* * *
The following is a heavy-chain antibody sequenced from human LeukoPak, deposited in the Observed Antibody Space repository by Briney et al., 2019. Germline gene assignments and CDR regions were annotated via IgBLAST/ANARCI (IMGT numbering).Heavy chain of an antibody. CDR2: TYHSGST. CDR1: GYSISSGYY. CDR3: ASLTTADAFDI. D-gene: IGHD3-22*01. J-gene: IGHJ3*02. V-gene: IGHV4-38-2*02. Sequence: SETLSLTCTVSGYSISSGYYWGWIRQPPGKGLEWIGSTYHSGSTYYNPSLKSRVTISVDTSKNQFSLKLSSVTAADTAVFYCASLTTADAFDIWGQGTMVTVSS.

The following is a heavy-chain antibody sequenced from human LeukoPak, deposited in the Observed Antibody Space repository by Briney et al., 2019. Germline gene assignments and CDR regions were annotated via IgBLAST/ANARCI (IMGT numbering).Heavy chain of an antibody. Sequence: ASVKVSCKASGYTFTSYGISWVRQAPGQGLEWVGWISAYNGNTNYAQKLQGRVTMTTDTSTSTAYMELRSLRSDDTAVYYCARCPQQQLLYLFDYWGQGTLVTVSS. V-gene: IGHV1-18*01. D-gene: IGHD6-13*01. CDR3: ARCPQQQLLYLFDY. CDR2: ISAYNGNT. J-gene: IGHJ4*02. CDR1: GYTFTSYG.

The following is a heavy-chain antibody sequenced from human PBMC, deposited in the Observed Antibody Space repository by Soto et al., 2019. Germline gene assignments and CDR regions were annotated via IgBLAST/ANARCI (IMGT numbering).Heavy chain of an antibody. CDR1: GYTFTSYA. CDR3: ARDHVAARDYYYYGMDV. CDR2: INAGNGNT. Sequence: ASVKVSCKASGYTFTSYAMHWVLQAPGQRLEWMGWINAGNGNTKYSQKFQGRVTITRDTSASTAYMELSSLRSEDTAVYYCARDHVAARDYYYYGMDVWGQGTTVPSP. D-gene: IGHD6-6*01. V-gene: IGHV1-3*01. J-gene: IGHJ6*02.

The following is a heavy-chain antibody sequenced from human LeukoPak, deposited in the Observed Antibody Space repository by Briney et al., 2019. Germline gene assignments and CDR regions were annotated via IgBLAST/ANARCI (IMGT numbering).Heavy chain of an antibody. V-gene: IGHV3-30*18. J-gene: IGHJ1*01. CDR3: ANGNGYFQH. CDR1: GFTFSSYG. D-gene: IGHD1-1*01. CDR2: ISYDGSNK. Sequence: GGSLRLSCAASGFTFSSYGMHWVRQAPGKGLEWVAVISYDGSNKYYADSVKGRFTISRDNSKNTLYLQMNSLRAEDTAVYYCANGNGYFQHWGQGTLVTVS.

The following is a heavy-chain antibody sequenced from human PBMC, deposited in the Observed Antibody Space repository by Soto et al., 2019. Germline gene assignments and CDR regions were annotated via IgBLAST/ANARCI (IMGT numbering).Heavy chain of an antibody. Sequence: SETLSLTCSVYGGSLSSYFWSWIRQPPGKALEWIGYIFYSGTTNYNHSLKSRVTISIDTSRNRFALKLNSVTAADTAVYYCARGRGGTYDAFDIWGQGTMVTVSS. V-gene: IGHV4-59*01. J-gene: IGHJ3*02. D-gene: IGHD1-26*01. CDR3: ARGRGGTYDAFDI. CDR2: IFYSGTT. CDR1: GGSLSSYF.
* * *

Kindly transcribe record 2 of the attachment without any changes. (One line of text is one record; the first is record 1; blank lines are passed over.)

The following is a heavy-chain antibody sequenced from human LeukoPak, deposited in the Observed Antibody Space repository by Briney et al., 2019. Germline gene assignments and CDR regions were annotated via IgBLAST/ANARCI (IMGT numbering).Heavy chain of an antibody. Sequence: ASVKVSCKASGYTFTSYGISWVRQAPGQGLEWVGWISAYNGNTNYAQKLQGRVTMTTDTSTSTAYMELRSLRSDDTAVYYCARCPQQQLLYLFDYWGQGTLVTVSS. V-gene: IGHV1-18*01. D-gene: IGHD6-13*01. CDR3: ARCPQQQLLYLFDY. CDR2: ISAYNGNT. J-gene: IGHJ4*02. CDR1: GYTFTSYG.